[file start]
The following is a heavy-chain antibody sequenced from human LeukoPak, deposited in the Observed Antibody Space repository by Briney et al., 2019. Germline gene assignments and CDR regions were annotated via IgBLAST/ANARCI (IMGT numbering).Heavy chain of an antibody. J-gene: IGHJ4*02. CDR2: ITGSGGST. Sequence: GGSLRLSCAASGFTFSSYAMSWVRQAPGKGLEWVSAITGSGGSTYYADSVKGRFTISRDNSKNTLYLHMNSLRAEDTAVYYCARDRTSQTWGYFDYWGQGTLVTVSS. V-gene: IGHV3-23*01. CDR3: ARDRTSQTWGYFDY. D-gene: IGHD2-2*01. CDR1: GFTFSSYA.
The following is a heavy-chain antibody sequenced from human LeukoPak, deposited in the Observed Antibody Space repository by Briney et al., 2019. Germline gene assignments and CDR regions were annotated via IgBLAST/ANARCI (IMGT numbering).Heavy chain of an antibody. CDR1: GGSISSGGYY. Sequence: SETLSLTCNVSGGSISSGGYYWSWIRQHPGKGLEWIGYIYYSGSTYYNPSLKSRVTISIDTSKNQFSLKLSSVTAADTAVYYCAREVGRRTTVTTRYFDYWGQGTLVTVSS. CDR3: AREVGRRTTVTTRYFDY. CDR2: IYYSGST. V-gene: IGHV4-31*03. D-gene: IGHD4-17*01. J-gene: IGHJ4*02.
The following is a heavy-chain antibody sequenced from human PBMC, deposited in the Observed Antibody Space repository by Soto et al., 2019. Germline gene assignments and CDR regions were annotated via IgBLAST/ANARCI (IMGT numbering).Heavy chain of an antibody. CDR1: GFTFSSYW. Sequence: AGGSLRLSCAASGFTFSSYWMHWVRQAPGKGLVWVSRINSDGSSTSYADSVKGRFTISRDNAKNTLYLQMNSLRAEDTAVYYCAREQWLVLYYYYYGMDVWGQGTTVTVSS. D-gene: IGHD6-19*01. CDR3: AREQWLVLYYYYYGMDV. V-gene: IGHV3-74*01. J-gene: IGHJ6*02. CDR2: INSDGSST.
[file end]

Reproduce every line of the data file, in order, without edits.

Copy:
The following is a heavy-chain antibody sequenced from human LeukoPak, deposited in the Observed Antibody Space repository by Briney et al., 2019. Germline gene assignments and CDR regions were annotated via IgBLAST/ANARCI (IMGT numbering).Heavy chain of an antibody. J-gene: IGHJ4*02. CDR2: ITGSGGST. Sequence: GGSLRLSCAASGFTFSSYAMSWVRQAPGKGLEWVSAITGSGGSTYYADSVKGRFTISRDNSKNTLYLHMNSLRAEDTAVYYCARDRTSQTWGYFDYWGQGTLVTVSS. V-gene: IGHV3-23*01. CDR3: ARDRTSQTWGYFDY. D-gene: IGHD2-2*01. CDR1: GFTFSSYA.
The following is a heavy-chain antibody sequenced from human LeukoPak, deposited in the Observed Antibody Space repository by Briney et al., 2019. Germline gene assignments and CDR regions were annotated via IgBLAST/ANARCI (IMGT numbering).Heavy chain of an antibody. CDR1: GGSISSGGYY. Sequence: SETLSLTCNVSGGSISSGGYYWSWIRQHPGKGLEWIGYIYYSGSTYYNPSLKSRVTISIDTSKNQFSLKLSSVTAADTAVYYCAREVGRRTTVTTRYFDYWGQGTLVTVSS. CDR3: AREVGRRTTVTTRYFDY. CDR2: IYYSGST. V-gene: IGHV4-31*03. D-gene: IGHD4-17*01. J-gene: IGHJ4*02.
The following is a heavy-chain antibody sequenced from human PBMC, deposited in the Observed Antibody Space repository by Soto et al., 2019. Germline gene assignments and CDR regions were annotated via IgBLAST/ANARCI (IMGT numbering).Heavy chain of an antibody. CDR1: GFTFSSYW. Sequence: AGGSLRLSCAASGFTFSSYWMHWVRQAPGKGLVWVSRINSDGSSTSYADSVKGRFTISRDNAKNTLYLQMNSLRAEDTAVYYCAREQWLVLYYYYYGMDVWGQGTTVTVSS. D-gene: IGHD6-19*01. CDR3: AREQWLVLYYYYYGMDV. V-gene: IGHV3-74*01. J-gene: IGHJ6*02. CDR2: INSDGSST.